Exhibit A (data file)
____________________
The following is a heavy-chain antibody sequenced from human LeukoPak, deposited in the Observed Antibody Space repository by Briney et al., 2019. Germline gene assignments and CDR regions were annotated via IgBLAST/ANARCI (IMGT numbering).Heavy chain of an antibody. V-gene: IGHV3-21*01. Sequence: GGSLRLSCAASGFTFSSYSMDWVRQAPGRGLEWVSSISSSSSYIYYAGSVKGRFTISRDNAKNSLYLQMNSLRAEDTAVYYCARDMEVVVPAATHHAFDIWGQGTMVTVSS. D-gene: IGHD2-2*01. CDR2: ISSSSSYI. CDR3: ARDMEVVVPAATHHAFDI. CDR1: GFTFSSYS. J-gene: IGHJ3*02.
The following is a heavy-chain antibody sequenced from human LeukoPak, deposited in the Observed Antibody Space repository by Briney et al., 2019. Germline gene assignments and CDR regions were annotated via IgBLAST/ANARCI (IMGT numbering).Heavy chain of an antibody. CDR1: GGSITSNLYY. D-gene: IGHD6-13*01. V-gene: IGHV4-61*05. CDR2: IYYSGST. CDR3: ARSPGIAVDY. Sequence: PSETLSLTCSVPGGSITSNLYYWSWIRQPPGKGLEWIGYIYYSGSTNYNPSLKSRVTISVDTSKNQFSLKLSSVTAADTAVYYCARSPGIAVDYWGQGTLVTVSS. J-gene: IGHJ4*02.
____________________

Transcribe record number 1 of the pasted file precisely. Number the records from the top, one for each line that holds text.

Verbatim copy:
The following is a heavy-chain antibody sequenced from human LeukoPak, deposited in the Observed Antibody Space repository by Briney et al., 2019. Germline gene assignments and CDR regions were annotated via IgBLAST/ANARCI (IMGT numbering).Heavy chain of an antibody. V-gene: IGHV3-21*01. Sequence: GGSLRLSCAASGFTFSSYSMDWVRQAPGRGLEWVSSISSSSSYIYYAGSVKGRFTISRDNAKNSLYLQMNSLRAEDTAVYYCARDMEVVVPAATHHAFDIWGQGTMVTVSS. D-gene: IGHD2-2*01. CDR2: ISSSSSYI. CDR3: ARDMEVVVPAATHHAFDI. CDR1: GFTFSSYS. J-gene: IGHJ3*02.